For Sarah Ocran, her children are her motivation. They teach her to “grind and grind,” she says and to continue fighting for what she’s been looking for her whole life: housing and love.

A foster youth, Sarah now finds herself in shelter at the age of 24 with her two sons Eli and Serek, ages 4 and 7 months respectively. Sarah found herself homeless when she was pregnant with Serek, a circumstance she describes as “difficult and challenging.”

Because of her foster care upbringing, Sarah and her sons have little-to-no support system. She realized she had nobody to ask for help. She felt alone.

Entering shelter provided little respite for this family of three. They’ve been there for 8 months and face trials and tribulations on a daily basis. Sarah takes Eli to his public charter school in Southeast, a commute of one hour and forty five minutes from the shelter. Sarah is committed to keeping Eli at the school because it has a good reputation and small teacher-to-student ratio. “There are less distractions and my son has been doing very well in school,” she says. This long commute on frequently delayed public transportation sometimes makes her late for work.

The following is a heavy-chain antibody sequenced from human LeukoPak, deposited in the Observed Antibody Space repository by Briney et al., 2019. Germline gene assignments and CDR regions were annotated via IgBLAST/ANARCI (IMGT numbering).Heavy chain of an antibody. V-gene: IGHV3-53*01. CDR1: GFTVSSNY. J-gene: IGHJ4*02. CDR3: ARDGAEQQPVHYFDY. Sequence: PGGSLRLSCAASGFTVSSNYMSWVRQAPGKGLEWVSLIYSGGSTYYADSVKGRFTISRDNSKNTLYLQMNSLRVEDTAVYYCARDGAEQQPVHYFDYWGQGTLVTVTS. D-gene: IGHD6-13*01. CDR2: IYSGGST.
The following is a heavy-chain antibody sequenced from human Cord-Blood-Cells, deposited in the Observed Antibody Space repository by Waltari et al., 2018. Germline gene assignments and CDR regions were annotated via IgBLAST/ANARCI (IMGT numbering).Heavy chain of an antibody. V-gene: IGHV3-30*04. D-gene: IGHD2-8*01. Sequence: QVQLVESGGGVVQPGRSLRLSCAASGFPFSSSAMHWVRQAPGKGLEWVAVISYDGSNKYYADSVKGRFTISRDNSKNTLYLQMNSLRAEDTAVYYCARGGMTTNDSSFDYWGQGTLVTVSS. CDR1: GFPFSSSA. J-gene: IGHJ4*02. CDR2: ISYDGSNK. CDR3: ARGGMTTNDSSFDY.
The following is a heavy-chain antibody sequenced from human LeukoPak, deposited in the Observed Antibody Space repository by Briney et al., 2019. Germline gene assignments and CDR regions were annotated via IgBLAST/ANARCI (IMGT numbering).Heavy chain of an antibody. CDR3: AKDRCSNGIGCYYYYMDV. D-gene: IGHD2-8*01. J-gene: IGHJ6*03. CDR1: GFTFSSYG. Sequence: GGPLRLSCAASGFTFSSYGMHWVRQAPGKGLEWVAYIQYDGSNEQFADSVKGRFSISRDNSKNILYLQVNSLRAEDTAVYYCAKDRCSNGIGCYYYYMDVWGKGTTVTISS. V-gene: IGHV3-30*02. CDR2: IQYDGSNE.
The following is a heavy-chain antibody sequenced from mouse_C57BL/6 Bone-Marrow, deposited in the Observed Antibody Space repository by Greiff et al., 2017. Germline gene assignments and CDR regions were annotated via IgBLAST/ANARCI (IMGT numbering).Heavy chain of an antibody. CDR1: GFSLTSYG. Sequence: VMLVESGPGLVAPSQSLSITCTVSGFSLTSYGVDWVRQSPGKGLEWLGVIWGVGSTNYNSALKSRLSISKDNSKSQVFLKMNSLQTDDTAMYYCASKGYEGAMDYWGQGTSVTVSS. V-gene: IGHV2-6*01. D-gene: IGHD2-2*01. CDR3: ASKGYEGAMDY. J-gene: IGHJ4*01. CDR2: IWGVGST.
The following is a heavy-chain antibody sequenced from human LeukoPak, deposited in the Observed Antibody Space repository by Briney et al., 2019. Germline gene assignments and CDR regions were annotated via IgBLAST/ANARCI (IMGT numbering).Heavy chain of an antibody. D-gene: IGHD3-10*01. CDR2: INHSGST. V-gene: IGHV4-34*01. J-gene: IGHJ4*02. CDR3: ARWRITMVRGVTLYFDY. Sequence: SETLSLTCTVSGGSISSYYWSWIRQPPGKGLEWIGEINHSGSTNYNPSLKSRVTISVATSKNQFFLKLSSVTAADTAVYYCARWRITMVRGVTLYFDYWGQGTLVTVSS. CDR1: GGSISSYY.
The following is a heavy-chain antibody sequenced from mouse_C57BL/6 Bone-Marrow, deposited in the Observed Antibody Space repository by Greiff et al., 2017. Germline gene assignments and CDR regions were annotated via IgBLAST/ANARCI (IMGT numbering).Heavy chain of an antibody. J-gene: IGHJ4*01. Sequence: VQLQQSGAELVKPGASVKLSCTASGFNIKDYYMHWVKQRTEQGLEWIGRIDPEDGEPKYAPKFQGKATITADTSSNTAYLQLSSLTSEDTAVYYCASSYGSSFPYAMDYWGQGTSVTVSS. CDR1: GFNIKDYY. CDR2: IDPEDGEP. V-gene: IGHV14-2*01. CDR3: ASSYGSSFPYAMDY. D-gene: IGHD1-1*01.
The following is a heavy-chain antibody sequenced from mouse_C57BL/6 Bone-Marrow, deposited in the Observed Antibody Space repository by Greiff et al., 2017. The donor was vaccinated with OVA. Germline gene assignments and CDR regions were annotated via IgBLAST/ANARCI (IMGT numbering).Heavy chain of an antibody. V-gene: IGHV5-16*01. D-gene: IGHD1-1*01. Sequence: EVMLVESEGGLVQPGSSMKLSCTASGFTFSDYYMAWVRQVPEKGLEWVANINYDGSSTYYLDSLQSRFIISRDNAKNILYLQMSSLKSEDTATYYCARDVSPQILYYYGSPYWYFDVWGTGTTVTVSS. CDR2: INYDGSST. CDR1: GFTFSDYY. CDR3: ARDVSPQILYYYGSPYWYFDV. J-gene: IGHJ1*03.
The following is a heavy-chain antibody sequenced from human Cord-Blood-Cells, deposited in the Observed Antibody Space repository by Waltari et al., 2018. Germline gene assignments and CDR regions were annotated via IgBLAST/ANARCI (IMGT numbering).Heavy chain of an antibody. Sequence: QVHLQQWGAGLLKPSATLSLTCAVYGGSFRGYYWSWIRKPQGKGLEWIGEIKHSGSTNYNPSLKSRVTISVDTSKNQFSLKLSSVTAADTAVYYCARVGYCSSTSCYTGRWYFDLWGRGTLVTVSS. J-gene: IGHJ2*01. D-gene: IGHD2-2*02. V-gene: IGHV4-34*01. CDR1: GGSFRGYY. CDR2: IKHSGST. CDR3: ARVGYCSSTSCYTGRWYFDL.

Emergency shelter is a far-from-ideal place to live and raise children. The Ocran family is staying in one of the motels that the city uses to house some 730 homeless families during the winter.  Sarah describes rat and cockroach infestations and poor ventilation. She says the building is rarely cleaned, and that she and the boys are frequently sick. They’ve had things go missing from their room.

“This place just isn’t a place to raise my kids.”

There is also a curfew in place where the Ocran family is staying. This has limited Sarah’s ability to work, and at times she is unable to get the hours she wants at work because the shelter requires her to be in her room by a certain hour. Otherwise, they’ll be locked out.

But Sarah knows this is all a test of her strength. “Find something to believe in. If you don’t believe in anything, you fall for everything,” she says.

Sarah and her family were referred to THC’s Rapid Re-Housing program and have just been approved to move into an apartment. THC has also helped Sarah pay for her Special Police Officer training, allowing her to find a new and better job.

Unfortunately, the Ocran family’s story is all too common these days in Washington DC. An extreme lack of affordable housing in the city has created a perpetual pattern of homelessness for local families. THC continues to fight this system of inequality by housing and providing comprehensive services for nearly 600 families in the area.

We are proud to work with brave and persistent people like Sarah and her sons as they make transformational changes in their lives.

“My experience with THC has been great…When I first came [to shelter], I was lost, and I thought I was going to be here forever. I came in here with a lot of doubts in myself, but I have come a very long way.”

Sarah, Eli and Serek are set to move into their new apartment next week.

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